by Sean Setters
Canon USA often offers excellent rebates on their PIXMA PRO-100 Wireless Professional Inkjet Photo Printers. Not long ago, I took advantage of one of those rebates and received my PIXMA PRO-100 shortly afterward.
Aside from the great build quality of the printer itself, I was thoroughly impressed by the box that the printer was shipped in. I realize that reading that previous statement may invoke a quizzical look on many site visitors' faces, but hear me out. Not all cardboard is the same, and the cardboard used in the PIXMA PRO-100's packaging (it's likely the same for the PRO-10 as well) is extremely rigid and durable, a fact that was clearly evident when I attempted (and eventually succeeded) in cutting out the barcode for rebate claim purposes.
Why would someone care about the quality of cardboard? Well, if you're like me, you may have a decent amount of 8.5 x 11" photo paper lying around because you took advantage of a couple of great printer paper deals which tend pop up every now and then. However, 8.5 x 11" is rarely a requested print size; more often than not, an 8 x 10" print is desired. It's easy enough to produce an 8 x 10" print on an 8.5 x 11" piece of paper, but cutting is required to make that print fit in most 8 x 10" frames.
While scissors are certainly an option for accomplishing the task, if you're like me, you may have trouble cutting in a straight line. Even though a print with slightly not-so-straight edges will rarely be noticed once it's in the frame, handing such a print over to a customer is a bit embarrassing. We strive to produce the highest quality photos possible, so why would we hand over a print that gives the impression of a low quality product without exquisite attention to detail?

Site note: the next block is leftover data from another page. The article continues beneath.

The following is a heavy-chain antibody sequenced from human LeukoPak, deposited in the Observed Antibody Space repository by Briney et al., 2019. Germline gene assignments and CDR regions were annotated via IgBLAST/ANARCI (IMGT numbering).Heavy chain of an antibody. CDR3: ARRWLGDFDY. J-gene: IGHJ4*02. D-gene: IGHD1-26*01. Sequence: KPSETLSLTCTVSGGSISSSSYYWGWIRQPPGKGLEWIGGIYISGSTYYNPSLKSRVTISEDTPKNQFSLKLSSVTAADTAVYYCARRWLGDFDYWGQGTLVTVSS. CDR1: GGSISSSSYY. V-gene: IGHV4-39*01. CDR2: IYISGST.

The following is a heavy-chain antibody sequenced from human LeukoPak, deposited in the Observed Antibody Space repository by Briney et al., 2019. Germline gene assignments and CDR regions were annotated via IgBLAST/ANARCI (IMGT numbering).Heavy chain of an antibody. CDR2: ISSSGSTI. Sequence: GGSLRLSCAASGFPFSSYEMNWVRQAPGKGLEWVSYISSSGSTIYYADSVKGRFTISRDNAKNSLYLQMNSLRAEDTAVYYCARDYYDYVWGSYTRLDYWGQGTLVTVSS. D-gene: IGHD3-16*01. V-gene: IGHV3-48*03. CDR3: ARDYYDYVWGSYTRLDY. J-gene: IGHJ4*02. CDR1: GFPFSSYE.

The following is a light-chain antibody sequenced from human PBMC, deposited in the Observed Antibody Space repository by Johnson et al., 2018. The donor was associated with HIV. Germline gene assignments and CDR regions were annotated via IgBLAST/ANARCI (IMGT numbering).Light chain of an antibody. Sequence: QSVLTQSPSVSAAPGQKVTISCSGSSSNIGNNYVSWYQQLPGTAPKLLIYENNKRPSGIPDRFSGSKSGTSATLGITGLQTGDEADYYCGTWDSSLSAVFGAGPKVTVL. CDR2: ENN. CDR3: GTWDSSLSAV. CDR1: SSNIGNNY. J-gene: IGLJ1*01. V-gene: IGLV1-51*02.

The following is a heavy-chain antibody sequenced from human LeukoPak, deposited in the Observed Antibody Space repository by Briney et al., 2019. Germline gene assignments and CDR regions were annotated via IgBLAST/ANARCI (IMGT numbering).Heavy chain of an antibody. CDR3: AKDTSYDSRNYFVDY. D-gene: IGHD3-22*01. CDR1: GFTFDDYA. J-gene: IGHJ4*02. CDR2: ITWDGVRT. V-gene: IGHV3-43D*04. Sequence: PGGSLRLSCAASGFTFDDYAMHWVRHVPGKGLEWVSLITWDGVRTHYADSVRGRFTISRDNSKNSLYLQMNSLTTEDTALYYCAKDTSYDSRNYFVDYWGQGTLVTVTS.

My solution for obtaining clean, straight cuts on my prints involves an X-ACTO knife (with plenty of spare blades), a stainless steel ruler and cardboard. Before the PIXMA PRO-100 arrived, I had been using whatever cardboard box was in the recycling pile waiting to be picked up (usually an Amazon box). But I often didn't have a large enough box on-hand to make the required cuts, and even if I did, a single project made the box unusable for future projects because the cardboard was too weak to endure multiple uses. A single PIXMA PRO-100 box top panel, on the other hand, has sustained multiple uses (I've created about a dozen prints with it) and shows no signs of imminent failure. And when (or possibly, "if") that panel ever becomes too worn to do its job, I've got another panel waiting to take its place.
Everyone who has received a hand-cut print from my Canon PIXMA PRO-100 printer has been extremely happy with the quality of the finished product. Of course, the quality of the photos and the quality of the printer deserve most of the credit for my clients' satisfaction, but the printer's box top also deserves some credit for helping me to produce those high quality 8 x 10" prints.